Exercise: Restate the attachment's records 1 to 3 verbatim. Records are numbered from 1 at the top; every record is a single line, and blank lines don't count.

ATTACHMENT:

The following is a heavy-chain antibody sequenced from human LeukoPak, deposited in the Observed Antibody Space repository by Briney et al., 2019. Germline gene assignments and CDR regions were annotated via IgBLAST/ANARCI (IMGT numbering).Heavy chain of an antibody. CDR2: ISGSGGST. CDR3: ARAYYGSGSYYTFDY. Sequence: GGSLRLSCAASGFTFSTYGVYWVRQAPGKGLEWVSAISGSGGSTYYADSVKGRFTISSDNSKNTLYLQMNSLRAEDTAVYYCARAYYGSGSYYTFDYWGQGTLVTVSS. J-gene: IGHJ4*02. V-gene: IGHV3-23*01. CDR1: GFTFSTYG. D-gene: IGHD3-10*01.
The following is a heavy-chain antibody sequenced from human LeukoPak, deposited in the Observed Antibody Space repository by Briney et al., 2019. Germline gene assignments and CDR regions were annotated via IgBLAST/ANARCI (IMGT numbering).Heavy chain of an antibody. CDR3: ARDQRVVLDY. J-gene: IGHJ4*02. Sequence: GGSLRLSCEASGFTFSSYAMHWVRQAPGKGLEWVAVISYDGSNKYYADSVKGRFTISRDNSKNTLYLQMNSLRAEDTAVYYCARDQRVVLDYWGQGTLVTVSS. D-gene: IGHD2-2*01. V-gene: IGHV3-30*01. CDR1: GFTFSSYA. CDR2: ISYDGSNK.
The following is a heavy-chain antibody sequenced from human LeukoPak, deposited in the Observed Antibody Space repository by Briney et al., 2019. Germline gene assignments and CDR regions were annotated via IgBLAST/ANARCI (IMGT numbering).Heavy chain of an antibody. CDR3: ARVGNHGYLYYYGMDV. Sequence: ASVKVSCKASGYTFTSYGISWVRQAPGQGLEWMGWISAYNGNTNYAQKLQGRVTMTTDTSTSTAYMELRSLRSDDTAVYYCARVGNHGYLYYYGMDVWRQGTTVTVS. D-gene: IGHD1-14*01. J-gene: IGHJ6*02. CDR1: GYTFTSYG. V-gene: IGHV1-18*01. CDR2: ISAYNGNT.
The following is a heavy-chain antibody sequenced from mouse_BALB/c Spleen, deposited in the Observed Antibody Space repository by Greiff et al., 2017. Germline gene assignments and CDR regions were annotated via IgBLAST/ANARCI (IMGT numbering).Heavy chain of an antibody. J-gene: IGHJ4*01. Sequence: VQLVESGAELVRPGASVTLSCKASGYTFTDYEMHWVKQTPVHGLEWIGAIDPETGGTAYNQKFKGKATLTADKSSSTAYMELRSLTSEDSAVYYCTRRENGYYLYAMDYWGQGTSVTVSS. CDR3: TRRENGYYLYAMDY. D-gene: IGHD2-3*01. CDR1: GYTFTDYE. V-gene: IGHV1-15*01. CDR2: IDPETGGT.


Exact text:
The following is a heavy-chain antibody sequenced from human LeukoPak, deposited in the Observed Antibody Space repository by Briney et al., 2019. Germline gene assignments and CDR regions were annotated via IgBLAST/ANARCI (IMGT numbering).Heavy chain of an antibody. CDR2: ISGSGGST. CDR3: ARAYYGSGSYYTFDY. Sequence: GGSLRLSCAASGFTFSTYGVYWVRQAPGKGLEWVSAISGSGGSTYYADSVKGRFTISSDNSKNTLYLQMNSLRAEDTAVYYCARAYYGSGSYYTFDYWGQGTLVTVSS. J-gene: IGHJ4*02. V-gene: IGHV3-23*01. CDR1: GFTFSTYG. D-gene: IGHD3-10*01.
The following is a heavy-chain antibody sequenced from human LeukoPak, deposited in the Observed Antibody Space repository by Briney et al., 2019. Germline gene assignments and CDR regions were annotated via IgBLAST/ANARCI (IMGT numbering).Heavy chain of an antibody. CDR3: ARDQRVVLDY. J-gene: IGHJ4*02. Sequence: GGSLRLSCEASGFTFSSYAMHWVRQAPGKGLEWVAVISYDGSNKYYADSVKGRFTISRDNSKNTLYLQMNSLRAEDTAVYYCARDQRVVLDYWGQGTLVTVSS. D-gene: IGHD2-2*01. V-gene: IGHV3-30*01. CDR1: GFTFSSYA. CDR2: ISYDGSNK.
The following is a heavy-chain antibody sequenced from human LeukoPak, deposited in the Observed Antibody Space repository by Briney et al., 2019. Germline gene assignments and CDR regions were annotated via IgBLAST/ANARCI (IMGT numbering).Heavy chain of an antibody. CDR3: ARVGNHGYLYYYGMDV. Sequence: ASVKVSCKASGYTFTSYGISWVRQAPGQGLEWMGWISAYNGNTNYAQKLQGRVTMTTDTSTSTAYMELRSLRSDDTAVYYCARVGNHGYLYYYGMDVWRQGTTVTVS. D-gene: IGHD1-14*01. J-gene: IGHJ6*02. CDR1: GYTFTSYG. V-gene: IGHV1-18*01. CDR2: ISAYNGNT.